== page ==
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Using the Internet as a Tool for Multicultural Education

written by: Lynn-nore Chittom • edited by: Patricia Gable • updated: 9/15/2015

As everyone in business knows, the Internet has made the world a much smaller place. This article will help teachers understand how multicultural education and Internet websites can be used together to help students learn what businessman have already figured out: The world is not so big after all.

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    The Internet Is Good

    While there are plenty of reasons for people to be concerned over students wandering the Internet unsupervised, there are even more Multicultural Education ways the Internet can be used to improve the educational experience. Many teachers have already discovered the benefits of using publisher websites such as Pearson Success, Harcourt School and Houghton Mifflin's Education Place. In the same ways that these websites are valuable learning tools, there are also wonderful websites that can be used to match up multicultural education and Internet use.

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    Social Media and Multicultural Education

    One of the best places to start in terms of multicultural education and Internet use is the area of social media. Websites including Facebook, Twitter and YouTube can be useful tools for up to the minute multicultural information. While Facebook and Twitter might best be most often used for networking between teachers, these sites can also be used to gain an eyewitness perspective on international current events. For instance, students half-way around the world might use social media sights to describe their feelings when tragedies strike. Using this in multicultural education can put a real face to what might otherwise seem like random happenings.

    Using YouTube in multicultural studies can be even more powerful. Teachers can enrich their curriculum in a variety of ways through the use of YouTube clips. Here are some examples of videos that might be fun for students to watch.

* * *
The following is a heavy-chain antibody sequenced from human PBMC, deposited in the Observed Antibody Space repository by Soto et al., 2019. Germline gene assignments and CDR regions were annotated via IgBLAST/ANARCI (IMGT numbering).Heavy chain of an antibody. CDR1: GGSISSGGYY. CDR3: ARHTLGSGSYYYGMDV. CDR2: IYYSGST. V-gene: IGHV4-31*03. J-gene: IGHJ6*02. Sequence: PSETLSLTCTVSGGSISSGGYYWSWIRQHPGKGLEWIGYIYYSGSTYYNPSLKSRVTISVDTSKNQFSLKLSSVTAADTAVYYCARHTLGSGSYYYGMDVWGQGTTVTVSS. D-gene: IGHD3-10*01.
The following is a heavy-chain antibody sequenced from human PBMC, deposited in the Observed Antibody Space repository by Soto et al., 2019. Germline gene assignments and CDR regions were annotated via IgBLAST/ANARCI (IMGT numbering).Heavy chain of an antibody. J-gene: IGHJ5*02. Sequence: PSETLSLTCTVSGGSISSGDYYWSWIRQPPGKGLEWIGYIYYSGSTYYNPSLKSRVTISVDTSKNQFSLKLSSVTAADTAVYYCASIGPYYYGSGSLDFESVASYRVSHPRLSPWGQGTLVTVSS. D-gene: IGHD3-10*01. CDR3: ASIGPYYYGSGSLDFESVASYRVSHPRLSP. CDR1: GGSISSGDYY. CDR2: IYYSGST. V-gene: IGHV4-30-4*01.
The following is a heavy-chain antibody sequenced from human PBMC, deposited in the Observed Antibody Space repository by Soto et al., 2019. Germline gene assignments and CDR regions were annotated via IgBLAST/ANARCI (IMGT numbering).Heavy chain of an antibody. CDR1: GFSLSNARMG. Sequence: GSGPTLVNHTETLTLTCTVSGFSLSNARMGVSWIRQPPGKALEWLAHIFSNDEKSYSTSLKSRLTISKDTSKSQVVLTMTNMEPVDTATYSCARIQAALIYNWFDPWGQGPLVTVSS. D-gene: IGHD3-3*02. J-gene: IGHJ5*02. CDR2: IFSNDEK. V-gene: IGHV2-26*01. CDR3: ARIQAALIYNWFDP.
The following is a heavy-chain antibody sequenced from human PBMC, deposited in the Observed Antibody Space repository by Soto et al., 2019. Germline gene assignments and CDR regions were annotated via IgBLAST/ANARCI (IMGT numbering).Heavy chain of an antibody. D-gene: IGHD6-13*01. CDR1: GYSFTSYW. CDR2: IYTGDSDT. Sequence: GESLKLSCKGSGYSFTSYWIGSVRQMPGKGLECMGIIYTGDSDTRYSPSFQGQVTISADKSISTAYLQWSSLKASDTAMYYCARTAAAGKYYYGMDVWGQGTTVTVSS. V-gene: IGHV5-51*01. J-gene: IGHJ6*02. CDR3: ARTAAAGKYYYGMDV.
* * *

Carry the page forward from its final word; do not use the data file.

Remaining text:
1. A tribal people group in Africa or the South Pacific doing a traditional dance
    2. A native speaking or singing in a foreign language.
    3. A chef describing the steps of how to prepare a dish from the culture that is being studied.
    4. A virtual tour showing the capital city or country side of the country being studied.
    5. A clip of a parade, holiday, or other tradition being celebrated.

    With a little creativity, teachers can find relevant YouTube clips are just about any subject. It is, however, important to preview the clips prior to presenting them to the class as some clips may contain inappropriate language or dress as compared to Western norms.

    An alternate use for YouTube and multicultural education might involve dividing students into groups and allowing them to make and post a video clip of their own asking questions about a given country and culture. Students could then track and validate any responses they receive.

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    Teacher Resources

    The possibilities for multicultural education and Internet use are virtually limitless. With just a little bit of effort teachers can dig up all sorts of options for online multicultural educational opportunities. Here are a few links that should help generate more ideas for teachers wishing to pursue the Internet as a tool in multicultural education.

    1. Skype with Foreign Classrooms -- American teachers are not the only ones wishing to education their students about other cultures. Skype technology provides a direct means for talking in real time with students in other lands. While it might be necessary to limit skyping to students in certain time zones, it is certainly worth the effort for students to be able to see and talk with foreign students.
    2. Global Education Collaborative -- This website provides lists of projects and conferences designed to bring teachers and students together worldwide.
    3. Multicultural Math Problems -- This site provides math problems related to familiar objects in different countries. These could easily be used as math worksheets or handouts that would relate math studies to a multicultural curriculum.
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    Run With It

    With so many ways to connect multicultural education and Internet studies, teachers should definitely pursue the plethora of data available to help them build more robust and relevant multicultural educational programs.